Irritable Bowel Syndrome Hastings NE

Peppermint oil may offer additional relief by relaxing intestinal muscles and soothing spasms. In one double-blind trial, four out of five IBS patients reduced their symptoms with enteric-coated peppermint oil. One to two capsules with each meal should do the trick.

Amy Kathryn Anderson
(402) 461-5263
715 N Saint Joseph Ave
Hastings, NE
Specialty
Pediatric Gastroenterology

Data Provided by:
Michael Schafer, MR
(402) 559-4356
4319 Hickory St
Omaha, NE
Specialties
Gastroenterology
Gender
Male
Education
Graduation Year: 2007

Data Provided by:
Tran Quang My, MD
(909) 387-7759
1726 N 131st Cir
Omaha, NE
Specialties
Gastroenterology
Gender
Male
Education
Medical School: Fac Mixte De Med Et De Pharm Univ De Saigon, Saigon, S Vietnam
Graduation Year: 1970

Data Provided by:
John J O'Brien, MD
(402) 449-5992
601 N 30th St Suite 5730,
Omaha, NE
Specialties
Gastroenterology
Gender
Male
Education
Medical School: Univ Of Mo, Columbia Sch Of Med, Columbia Mo 65212
Graduation Year: 1981

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Dr.Martha Arouni
(402) 397-8040
7710 Mercy Road
Omaha, NE
Gender
F
Education
Medical School: Creighton Univ Sch Of Med
Year of Graduation: 1984
Speciality
Gastroenterologist
General Information
Accepting New Patients: Yes
RateMD Rating
1.8, out of 5 based on 10, reviews.

Data Provided by:
John Kelly Dibaise, MD
(402) 559-5326
982000 Nebraska Medical Ctr
Omaha, NE
Specialties
Gastroenterology
Gender
Male
Education
Medical School: Univ Of Ne Coll Of Med, Omaha Ne 68198
Graduation Year: 1992

Data Provided by:
John J Ferry
(402) 926-2425
7205 W. Center Rd.
Omaha, NE
Specialty
Gastroenterology, Internal Medicine

Data Provided by:
Martha Ann Arouni, MD
(402) 397-8040
7710 Mercy Rd Ste 330
Omaha, NE
Specialties
Gastroenterology
Gender
Female
Education
Medical School: Creighton Univ Sch Of Med, Omaha Ne 68178
Graduation Year: 1984

Data Provided by:
Grant Farley Hutchins, MD
(402) 559-4356
600 S 42nd St
Omaha, NE
Specialties
Gastroenterology
Gender
Male
Education
Medical School: Univ Of Ne Coll Of Med, Omaha Ne 68198
Graduation Year: 1996

Data Provided by:
Timothy Boyd Denzler, MD
(402) 397-7057
8021 Cass St
Omaha, NE
Specialties
Gastroenterology
Gender
Male
Education
Medical School: Univ Of Ne Coll Of Med, Omaha Ne 68198
Graduation Year: 1971

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Rx: Pacify Irritable Bowel Syndrome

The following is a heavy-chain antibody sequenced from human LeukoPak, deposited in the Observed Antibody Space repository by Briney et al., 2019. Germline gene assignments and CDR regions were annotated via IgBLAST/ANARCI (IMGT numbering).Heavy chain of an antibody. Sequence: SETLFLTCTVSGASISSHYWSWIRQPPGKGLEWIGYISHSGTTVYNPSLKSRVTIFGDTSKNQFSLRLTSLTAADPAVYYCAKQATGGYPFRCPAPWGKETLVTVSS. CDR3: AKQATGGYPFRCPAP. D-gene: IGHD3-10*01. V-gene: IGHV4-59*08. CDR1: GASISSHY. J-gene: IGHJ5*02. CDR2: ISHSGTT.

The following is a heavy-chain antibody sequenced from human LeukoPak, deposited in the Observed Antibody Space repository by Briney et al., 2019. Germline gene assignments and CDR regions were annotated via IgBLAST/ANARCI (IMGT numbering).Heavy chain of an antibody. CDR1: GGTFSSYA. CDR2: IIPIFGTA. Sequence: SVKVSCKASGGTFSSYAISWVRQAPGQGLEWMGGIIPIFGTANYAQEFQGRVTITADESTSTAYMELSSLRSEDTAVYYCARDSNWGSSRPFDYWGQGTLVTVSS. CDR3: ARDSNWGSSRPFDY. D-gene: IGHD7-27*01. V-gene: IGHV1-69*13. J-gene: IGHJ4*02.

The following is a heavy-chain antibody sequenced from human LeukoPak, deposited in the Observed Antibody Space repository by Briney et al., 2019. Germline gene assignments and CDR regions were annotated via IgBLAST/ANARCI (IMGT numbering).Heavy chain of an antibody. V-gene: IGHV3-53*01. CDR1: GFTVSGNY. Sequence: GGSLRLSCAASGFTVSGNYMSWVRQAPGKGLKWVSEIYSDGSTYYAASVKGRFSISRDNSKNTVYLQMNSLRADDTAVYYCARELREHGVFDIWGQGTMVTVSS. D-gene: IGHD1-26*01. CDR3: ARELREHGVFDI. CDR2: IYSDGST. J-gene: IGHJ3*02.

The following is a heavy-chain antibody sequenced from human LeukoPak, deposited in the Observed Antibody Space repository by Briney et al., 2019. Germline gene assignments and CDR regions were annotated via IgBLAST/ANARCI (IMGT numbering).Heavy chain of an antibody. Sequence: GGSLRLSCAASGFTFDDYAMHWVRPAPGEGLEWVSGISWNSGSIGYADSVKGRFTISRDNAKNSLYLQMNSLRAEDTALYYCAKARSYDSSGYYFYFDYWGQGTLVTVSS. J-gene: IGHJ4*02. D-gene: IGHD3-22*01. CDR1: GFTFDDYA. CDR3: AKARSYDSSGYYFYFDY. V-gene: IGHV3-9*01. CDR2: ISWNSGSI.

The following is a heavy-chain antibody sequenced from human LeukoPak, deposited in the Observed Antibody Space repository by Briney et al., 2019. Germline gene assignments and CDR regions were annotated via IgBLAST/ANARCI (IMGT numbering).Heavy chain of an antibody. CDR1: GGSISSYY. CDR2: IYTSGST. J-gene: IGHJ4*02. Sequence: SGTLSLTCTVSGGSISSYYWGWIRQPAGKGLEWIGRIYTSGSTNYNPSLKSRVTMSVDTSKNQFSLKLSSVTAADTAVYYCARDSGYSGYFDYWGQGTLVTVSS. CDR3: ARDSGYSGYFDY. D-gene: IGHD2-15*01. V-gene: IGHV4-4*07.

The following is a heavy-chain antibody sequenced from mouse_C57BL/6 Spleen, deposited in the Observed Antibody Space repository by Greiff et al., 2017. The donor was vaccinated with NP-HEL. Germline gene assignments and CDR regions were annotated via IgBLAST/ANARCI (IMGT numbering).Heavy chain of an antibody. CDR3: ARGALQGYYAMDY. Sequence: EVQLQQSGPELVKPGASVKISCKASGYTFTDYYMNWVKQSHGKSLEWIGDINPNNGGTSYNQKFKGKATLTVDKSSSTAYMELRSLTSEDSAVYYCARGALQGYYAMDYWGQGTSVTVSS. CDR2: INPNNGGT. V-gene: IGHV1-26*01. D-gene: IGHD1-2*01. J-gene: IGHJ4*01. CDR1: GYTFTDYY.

Provided by: 

By Karta Purkh Singh Khalsa

In March, the FDA pulled Zelnorm, a popular drug for irritable bowel syndrome (IBS) and constipation, from the market. The withdrawal came after a Swiss government review of 29 Zelnorm studies revealed that patients who used the drug had a tenfold increase in the chance of heart attack, stroke, or severe heart-related chest pain.
The revelation that Zelnorm’s side effects are far from the “norm” creates even more impetus for a natural solution to IBS. About one million Americans have this intestinal disorder, which causes constipation, diarrhea, and abdominal pain. The symptoms, though notoriously sporadic, provoke a striking amount of discomfort and stress. While doctors don’t know for sure what causes IBS, people with stress, fibromyalgia, and sicca complex (dry eyes and mouth) and women having their periods are more likely to suffer IBS symptoms.

Irritable bowel syndrome has numerous other monikers, such as colitis, mucous colitis, spastic colon, and spastic bowel, but none of these terms accurately describe it—IBS doesn’t involve inflammation and should not be confused with ulcerative colitis. Doctors consider IBS a functional disorder because the colon and intestines, upon examination, show no sign of disease, injury, or bleeding. Nonetheless, as IBS sufferers know, the condition is far from phantom. Still, you don’t have to risk a Zelnorm-induced heart attack to find relief; alternative medicine has a long history of treating the condition. First, identify and remove the IBS food triggers from your diet. Although trouble can erupt at any time, the common triggers include gaseous foods, large meals, chocolate, dairy, alcohol, fatty foods, and caffeine.

Next, give your intestines some help with probiotics—friendly bacteria that aid digestion and reduce the population of pathological bugs by competing with them for space. During a four-week, double-blind, placebo-controlled study of 60 IBS patients, treatment with Lactobacillus plantarum probiotics significantly reduced painful gas—and the benefits continued a year after treatment. Shoot for 3 to 5 billion live organisms daily from live yogurt or probiotic supplements.

Peppermint oil may offer additional relief by relaxing intestinal muscles and soothing spasms. In one double-blind trial, four out of five IBS patients reduced their symptoms with enteric-coated peppermint oil. One to two capsules with each meal should do the trick.

Psyllium seed, another heavy hitter against IBS, mitigates diarrhea and pain. As this bulk fiber travels through the gut, it absorbs excess fluids, normalizing stool texture and calming cramps. One study revealed that 82 percent of people relieved their constipation with psyllium. Take 6 to 7 grams with each meal in capsules, chewable wafers, or drinks for a total of about 20 grams daily.

Author: Karta Purkh Singh Khalsa

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